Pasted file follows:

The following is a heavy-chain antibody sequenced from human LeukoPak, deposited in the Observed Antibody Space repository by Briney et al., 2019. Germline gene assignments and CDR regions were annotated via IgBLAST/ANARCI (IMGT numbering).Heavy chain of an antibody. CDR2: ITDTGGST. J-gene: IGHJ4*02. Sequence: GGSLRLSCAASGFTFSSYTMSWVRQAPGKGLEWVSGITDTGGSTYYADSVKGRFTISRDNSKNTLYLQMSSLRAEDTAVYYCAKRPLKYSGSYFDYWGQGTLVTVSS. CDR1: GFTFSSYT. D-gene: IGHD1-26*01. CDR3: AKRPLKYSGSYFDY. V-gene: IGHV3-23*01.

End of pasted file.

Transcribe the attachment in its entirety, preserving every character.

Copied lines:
The following is a heavy-chain antibody sequenced from human LeukoPak, deposited in the Observed Antibody Space repository by Briney et al., 2019. Germline gene assignments and CDR regions were annotated via IgBLAST/ANARCI (IMGT numbering).Heavy chain of an antibody. CDR2: ITDTGGST. J-gene: IGHJ4*02. Sequence: GGSLRLSCAASGFTFSSYTMSWVRQAPGKGLEWVSGITDTGGSTYYADSVKGRFTISRDNSKNTLYLQMSSLRAEDTAVYYCAKRPLKYSGSYFDYWGQGTLVTVSS. CDR1: GFTFSSYT. D-gene: IGHD1-26*01. CDR3: AKRPLKYSGSYFDY. V-gene: IGHV3-23*01.